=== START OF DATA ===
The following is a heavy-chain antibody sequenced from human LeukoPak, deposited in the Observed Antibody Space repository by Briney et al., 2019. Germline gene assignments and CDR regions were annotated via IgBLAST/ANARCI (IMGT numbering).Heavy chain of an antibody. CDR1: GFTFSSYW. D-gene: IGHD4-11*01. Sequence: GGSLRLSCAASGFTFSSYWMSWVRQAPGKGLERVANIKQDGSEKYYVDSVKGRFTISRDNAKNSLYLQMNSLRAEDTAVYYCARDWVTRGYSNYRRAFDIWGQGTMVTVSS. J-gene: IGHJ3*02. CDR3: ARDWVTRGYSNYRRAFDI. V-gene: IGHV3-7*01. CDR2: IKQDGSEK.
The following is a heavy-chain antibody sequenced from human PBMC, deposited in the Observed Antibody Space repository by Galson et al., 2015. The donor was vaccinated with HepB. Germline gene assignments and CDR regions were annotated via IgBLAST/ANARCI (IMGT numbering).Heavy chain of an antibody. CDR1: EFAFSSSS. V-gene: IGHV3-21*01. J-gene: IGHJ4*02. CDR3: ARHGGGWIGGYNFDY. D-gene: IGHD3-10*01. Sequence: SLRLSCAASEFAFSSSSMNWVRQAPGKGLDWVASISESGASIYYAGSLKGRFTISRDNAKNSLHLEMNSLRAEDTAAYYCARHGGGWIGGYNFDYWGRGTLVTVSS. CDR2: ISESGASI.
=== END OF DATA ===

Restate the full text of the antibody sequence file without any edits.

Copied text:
The following is a heavy-chain antibody sequenced from human LeukoPak, deposited in the Observed Antibody Space repository by Briney et al., 2019. Germline gene assignments and CDR regions were annotated via IgBLAST/ANARCI (IMGT numbering).Heavy chain of an antibody. CDR1: GFTFSSYW. D-gene: IGHD4-11*01. Sequence: GGSLRLSCAASGFTFSSYWMSWVRQAPGKGLERVANIKQDGSEKYYVDSVKGRFTISRDNAKNSLYLQMNSLRAEDTAVYYCARDWVTRGYSNYRRAFDIWGQGTMVTVSS. J-gene: IGHJ3*02. CDR3: ARDWVTRGYSNYRRAFDI. V-gene: IGHV3-7*01. CDR2: IKQDGSEK.
The following is a heavy-chain antibody sequenced from human PBMC, deposited in the Observed Antibody Space repository by Galson et al., 2015. The donor was vaccinated with HepB. Germline gene assignments and CDR regions were annotated via IgBLAST/ANARCI (IMGT numbering).Heavy chain of an antibody. CDR1: EFAFSSSS. V-gene: IGHV3-21*01. J-gene: IGHJ4*02. CDR3: ARHGGGWIGGYNFDY. D-gene: IGHD3-10*01. Sequence: SLRLSCAASEFAFSSSSMNWVRQAPGKGLDWVASISESGASIYYAGSLKGRFTISRDNAKNSLHLEMNSLRAEDTAAYYCARHGGGWIGGYNFDYWGRGTLVTVSS. CDR2: ISESGASI.